Books, Thoughts

Off the Shelf: Hamilton: The Revolution

Hamilton: The RevolutionHamilton: The Revolution by Lin-Manuel Miranda

My rating: 5 of 5 stars

Annotated lyrics, collected research materials, topical essays, production stills & other ephemera make up this weighty, in-depth look at the Hamilton musical from creation to performance & beyond. Since there is so much contained in these pages, it is best to know something about the musical before reading. (Which might not be hard since it seems to be everywhere in 2016.) There are two reasons I gave this book 5 stars: first, despite the zeitgeist-y-ness of Hamilton, Miranda is still able to convey a lot of humor & insight about a play he’s probably talked about way too much at this point & his enthusiasm is infectious. Second, the pure idealism behind the production choices & the absolute hope that many of the players express about their craft is moving & deeply inspiring to this reader, especially in growing cynical times. Even though this is essentially a “making-of” book, there is a lot of heart & creative passion here that elevates it to one of my best books of 2016.

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“This World In Not My Home”: Driving the Zero

Let me be among the many bloggers & gamers that celebrated this week: “Thankyouthankyouthankyou, act 4 of Kentucky Route Zero is here!!!” Or to quote the game itself, “GLORYITISGOODTOBEAMONGFRIENDS!”

Oh KRZ, I have missed you so. I have missed your weird Lynchian drone noises & your stripped-down bluegrass. I have missed your restless ghosts & reconfigured mythology. I have missed your orgy of references to literature, computer programming, theater, & psychology.

Screenshot from Kentucky Route Zero by Cardboard Computer

Continue reading ““This World In Not My Home”: Driving the Zero”

Books, Thoughts

Off the Shelf: Library Wars: Love & War, volume #15

Library Wars: Love & War, Vol. 15 (Library Wars: Love & War, #15)Library Wars: Love & War, Vol. 15 by Kiiro Yumi

My rating: 4 of 5 stars

Here we are, readers, at the end of this awesome series & guess what. Happy endings for everyone! Kasahara succeeds in getting the author Toma to the British Embassy to defect through a crafty plan that involves birthday cards in code & the author himself dressing up in drag. The Library Forces turn out in droves to support their lone agent & the world’s attention is drawn to Japan’s censorship conflict. Kasahara & Dojo admit their feelings to one another, the federal government begins talks with the prefectures to end the war of attrition, & everyone gets paired off with their ideal partner. (And Satoshi has too much to keep him busy & stops being any more creepy than he already is. Whew!)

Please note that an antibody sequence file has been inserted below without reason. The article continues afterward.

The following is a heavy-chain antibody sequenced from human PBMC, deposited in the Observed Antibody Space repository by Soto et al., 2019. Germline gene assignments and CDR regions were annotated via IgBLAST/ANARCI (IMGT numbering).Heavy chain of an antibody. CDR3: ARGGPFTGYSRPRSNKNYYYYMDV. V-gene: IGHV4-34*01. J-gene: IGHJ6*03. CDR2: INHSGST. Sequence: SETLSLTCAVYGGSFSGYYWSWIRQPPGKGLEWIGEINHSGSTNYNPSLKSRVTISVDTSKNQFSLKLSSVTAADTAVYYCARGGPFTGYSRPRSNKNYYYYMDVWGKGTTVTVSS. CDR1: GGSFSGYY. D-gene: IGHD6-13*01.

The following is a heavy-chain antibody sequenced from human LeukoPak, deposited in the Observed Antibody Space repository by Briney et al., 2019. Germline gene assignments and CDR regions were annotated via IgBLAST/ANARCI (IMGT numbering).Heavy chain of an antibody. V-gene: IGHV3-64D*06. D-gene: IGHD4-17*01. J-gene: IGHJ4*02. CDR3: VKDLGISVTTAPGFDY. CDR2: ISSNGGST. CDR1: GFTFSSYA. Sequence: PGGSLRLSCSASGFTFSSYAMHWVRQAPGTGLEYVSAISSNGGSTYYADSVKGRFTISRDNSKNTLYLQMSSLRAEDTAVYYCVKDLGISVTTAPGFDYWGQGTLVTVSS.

There’s something old-fashioned to this happy ending where everyone ends up with who they like, but overall this last volume of the main story satisfies on both the action front & the romantic side. Kasahara’s plan seems desperate & once again returns to the theme of her loneliness before her squad turns out in force to support her. (Genda is pleased by her daring, of course, crazy man-bear-barbarian that he is.) And then, after her heroics, our heroine visits “her prince” in the hospital & they kiss & kiss & kiss & kiss before settling down to have a quiet, egalitarian marriage. Awwwww. . .

I honestly don’t know if there’s another manga quite like this for me. I think this is not just because the romance takes a backseat to the action, but there is something that is so 1990’s about it that just really pleases me. (And yes, I realize that this is meant to be a futuristic story but hear me out.) Everything from Kasahara’s accessories (her dolphin pendant at the end of this volume looks like thousands of cheap necklaces Clair’s used to sell) to her struggle as an action girl surrounded by guys (Ms. Parker, Agent Scully, Samantha Waters–anyone?)–all of it just hits that specific nostalgia point for me without being dated or cheesy. Library Wars just hit me at the right time & I’m sooooo very happy to have read it.

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Books, Thoughts

Off the Shelf: Cronenberg on Cronenberg

Cronenberg on CronenbergCronenberg on Cronenberg by David Cronenberg

My rating: 4 of 5 stars

A series of essays edited together from co-writer’s Chris Rodley’s conversations with director Cronenberg from his first short films up through his (at-the-time) latest movie Crash. I picked this book up after having a small re-exploration of Cronenberg’s films last winter & since his movies are still pretty niche, these interviews themselves will probably only be of interest to Cronenberg’s fans or aspiring movie-makers.

Cronenberg is not someone whose kept quiet about his interests or why he focuses on certain topics–just look at the opening lines of his Goodreads bio, “one of the principal originators of what is commonly known as the body horror or venereal horror genre”. What these essays do, though, is to get deeper into why that fascinates him, why he chose art over science, & why he’s struck by certain medieval sensibilities & using them as a sort of catalyst for his transgressions. I was also interested in his thoughts on the horror genre itself & how to keep it at its best–as a confrontation of the status quo & not just a titillating indulgence. If I thought more horror filmmakers were thinking that way about their genre, I might actually be more interested in seeing them.

Even though the book ends with Crash, what topics are discussed throughout give interesting glimpses into his future projects. (Cosmopolis, A Dangerous Method, Consumed–I’m looking at you.) I’ll probably end up getting a copy for myself just so I can refer back to certain sections because if this book did anything it cemented my ongoing curiosity in Cronenberg’s work. (And also gave his cameo in Barney’s Version an extra layer of irony.)

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